World Bank president ready to manage G7 loan to Ukraine

World Bank president ready to manage G7 loan to Ukraine

World Bank President Ajay Banga has said that he is "absolutely" open to the idea of managing a G7 loan fund for Ukraine backed by the earnings from frozen Russian sovereign assets - at least for non-military purposes.

Banga told this to Reuters, Ukrinform reports.

Banga, attending a meeting of Group of Seven finance ministers who are hashing out the concept of such a loan, said the World Bank has ample experience in managing similar non-military donor fund facilities, including one for Afghanistan. It could "replicate" that work for a Ukraine loan, he said.

Banga said he is not a party to the loan negotiations, nor had he been approached by U.S. Treasury Secretary Janet Yellen or other G7 finance ministers. "All I know is that if they do decide to give it to us, would I be ready? Yeah," Banga said. "I could manage a fund of that type. I would need safeguards, I would need to make sure our people understand how to use it."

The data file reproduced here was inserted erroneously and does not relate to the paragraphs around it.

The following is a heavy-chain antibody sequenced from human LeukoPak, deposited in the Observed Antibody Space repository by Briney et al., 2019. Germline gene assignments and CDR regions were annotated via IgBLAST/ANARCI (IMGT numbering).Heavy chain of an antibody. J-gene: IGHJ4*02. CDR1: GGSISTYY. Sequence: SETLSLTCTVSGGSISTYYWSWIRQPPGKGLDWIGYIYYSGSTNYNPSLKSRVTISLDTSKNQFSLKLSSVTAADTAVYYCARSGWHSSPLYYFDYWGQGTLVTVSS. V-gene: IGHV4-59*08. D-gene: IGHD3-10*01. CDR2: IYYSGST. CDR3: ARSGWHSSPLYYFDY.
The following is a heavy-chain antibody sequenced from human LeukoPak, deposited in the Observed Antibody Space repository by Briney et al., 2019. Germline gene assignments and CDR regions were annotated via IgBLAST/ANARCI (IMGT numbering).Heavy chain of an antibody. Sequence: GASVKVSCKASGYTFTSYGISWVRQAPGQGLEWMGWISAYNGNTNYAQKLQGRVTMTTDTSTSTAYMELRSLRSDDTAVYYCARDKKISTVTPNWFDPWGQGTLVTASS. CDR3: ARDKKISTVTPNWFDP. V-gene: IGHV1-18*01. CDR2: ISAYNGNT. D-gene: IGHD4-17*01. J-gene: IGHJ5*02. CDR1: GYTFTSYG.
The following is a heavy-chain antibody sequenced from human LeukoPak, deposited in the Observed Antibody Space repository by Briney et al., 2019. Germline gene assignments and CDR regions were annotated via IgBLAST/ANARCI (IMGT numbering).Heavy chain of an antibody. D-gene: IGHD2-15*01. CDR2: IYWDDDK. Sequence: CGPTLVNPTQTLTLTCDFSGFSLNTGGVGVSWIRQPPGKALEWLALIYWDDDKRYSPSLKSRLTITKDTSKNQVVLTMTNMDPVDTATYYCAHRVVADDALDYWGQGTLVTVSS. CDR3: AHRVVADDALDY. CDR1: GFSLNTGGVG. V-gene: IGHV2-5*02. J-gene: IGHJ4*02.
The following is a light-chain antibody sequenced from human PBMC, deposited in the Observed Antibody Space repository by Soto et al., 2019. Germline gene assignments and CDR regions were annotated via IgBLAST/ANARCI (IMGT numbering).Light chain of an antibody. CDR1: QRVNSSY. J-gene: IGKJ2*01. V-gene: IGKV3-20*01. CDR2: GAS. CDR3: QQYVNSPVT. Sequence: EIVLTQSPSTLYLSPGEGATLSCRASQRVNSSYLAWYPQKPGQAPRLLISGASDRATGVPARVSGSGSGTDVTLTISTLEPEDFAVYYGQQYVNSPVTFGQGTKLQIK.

The World Bank also has made extensive assessments of Ukraine's war damage, estimating in February that the country would need $486 billion to rebuild its infrastructure, housing and economy once the war ends, nearly three times its annual economic output.

Banga said that the number likely has increased with more recent missile attacks by Russia, but declined to make a new estimate of the damage.

"So what I'm trying to do in the meanwhile is work with the Ukrainian government on reforms that will make it easier for the private sector to invest when there is peace and stability. Banga said.

It will be very difficult for Ukraine to attract enough private investment to rebuild "if you don't do the prep work in advance," Banga said.

Reuters reported last week that U.S. Treasury Secretary Janet Yellen would push fellow G7 finance officials to agree to a plan to bring forward the interest earnings on frozen Russian assets to provide more money to Ukraine quickly.

The official said the G7 was "making progress" toward consensus on a plan to harness some $300 billion in Russian sovereign assets frozen since Moscow's February 2022 invasion of Ukraine.

The U.S. proposed a plan to pull forward the interest on the assets to back a bond or a loan that would provide Ukraine perhaps $50 billion in the near term.

On May 24-25, a meeting of finance ministers of the G7 countries is taking place in Italy. Ukrainian Finance Minister Sergii Marchenko will join the ministers on Saturday.

Photo: Bloomberg

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